Back in an April debate, many voters were frustrated when Clinton gave a lengthy, difficult explanation about her stance on fracking. Sanders, a longtime opponent of hydraulic fracturing.
However, since the CNN Democratic Debate, Sanders and Clinton may have both shifted their positions on the matter that was once clear cut for the senator from Vermont.
According to Sanders, “Hillary Clinton is listening to the scientists who tell us that if we do not act boldly in the very near future there will be more drought, more floods, more acidification of the oceans, more rising sea levels.”
7 – “When this campaign began, I said that we got to end the starvation minimum wage of $7.25, raise it to $15. Secretary Clinton said let’s raise it to $12 … To suddenly announce now that you’re for $15, I don’t think is quite accurate.”
At the same CNN debate in Brooklyn, Sanders hammered on Clinton’s inconsistent stance on raising the minimum wage. While her opinion has shifted from debate to debate, it seems that Sanders’ has as well.
“She believes that we should raise the minimum wage to a living wage,” Sanders said, without specifying what the minimum wage would be increased to under her more progressive campaign.
8– “Almost all of the polls that… have come out suggest that I am a much stronger candidate against the Republicans than is Hillary Clinton.”
Sanders might be eating crow for this one. His entire endorsement speech often focused on the party’s need to defeat presumptive GOP nominee Donald Trump. Throughout the speech, Sanders contrasted the new and improved Clinton strategy that includes more of Sanders’ talking points with those from Trump.
Sanders went as far as to place the importance of the election on keeping Trump away from the Supreme Court, saying, “If you don’t believe this election is important, take a moment to think about the Supreme Court justices that Donald Trump will nominate, and what that means to civil liberties, equal rights and the future of our country.”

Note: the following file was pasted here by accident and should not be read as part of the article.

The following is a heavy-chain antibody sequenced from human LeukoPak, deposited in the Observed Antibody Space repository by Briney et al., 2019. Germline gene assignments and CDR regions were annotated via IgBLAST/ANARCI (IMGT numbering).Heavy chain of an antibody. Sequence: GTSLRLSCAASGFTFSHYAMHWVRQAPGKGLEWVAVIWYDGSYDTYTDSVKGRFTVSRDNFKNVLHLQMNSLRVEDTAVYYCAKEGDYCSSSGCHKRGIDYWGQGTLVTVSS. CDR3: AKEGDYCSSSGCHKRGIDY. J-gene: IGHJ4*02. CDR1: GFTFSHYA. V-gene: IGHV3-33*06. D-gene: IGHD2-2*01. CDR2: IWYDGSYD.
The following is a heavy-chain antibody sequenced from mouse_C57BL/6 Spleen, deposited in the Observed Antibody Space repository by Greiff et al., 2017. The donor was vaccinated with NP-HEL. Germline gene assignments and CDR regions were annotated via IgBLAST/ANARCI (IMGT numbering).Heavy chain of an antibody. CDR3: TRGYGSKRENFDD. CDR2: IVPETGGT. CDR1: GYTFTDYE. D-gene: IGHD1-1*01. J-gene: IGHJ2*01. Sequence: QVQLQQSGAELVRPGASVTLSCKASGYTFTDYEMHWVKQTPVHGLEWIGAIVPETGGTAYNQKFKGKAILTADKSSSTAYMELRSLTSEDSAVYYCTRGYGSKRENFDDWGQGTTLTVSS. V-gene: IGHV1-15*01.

9 – “[Super predators] was a racist term and everybody knew it was a racist term.”
Clinton’s involvement with the criminal justice reform of the 1990s that contributed to the mass incarceration has frequently been a contentious point in this election. In 1996, she went on to warn the public about the existence of “super predators,” or children with “no conscience, no empathy, we can talk about why they ended up that way, but first we have to bring them to heel.”
However, both Clinton and Sanders have a track record of working with the civil rights movements, and now Sanders may not be so quick to put Clinton and racist in the same sentence.
“Hillary Clinton understands that our diversity is one of our greatest strengths,” he said Tuesday.
10 – “Let’s talk about why, in the 1990s, Wall Street got deregulated.”
“Did it have anything to do with the fact that Wall Street … spent billions of dollars on lobbying and campaign contributions? Well, some people might think, yeah, that had some influence.”
Sanders has been an outspoken critic of Clinton’s potential financial conflicts of interest – particularly from the big banks he sought to break up. While there was no mention of breaking up the banks in his endorsement speech, Sanders spoke of Clinton’s commitments to the middle and working class instead, saying, “While Hillary Clinton supports making our tax code fairer, Donald Trump wants to give hundreds of billions of dollars in tax breaks to the very wealthiest people in this country.”
While many of Sanders’ more passionate supporters have expressed their frustration with the endorsement of his former opponent, he argued that the election is about more than just the person sitting in the Oval Office.
“It is no secret that Hillary Clinton and I disagree on a number of issues. That’s what this campaign has been about. That’s what democracy is about. But I am happy to tell you that at the Democratic Platform Committee which ended Sunday night in Orlando, there was a significant coming together between the two campaigns and we produced, by far, the most progressive platform in the history of the Democratic Party.”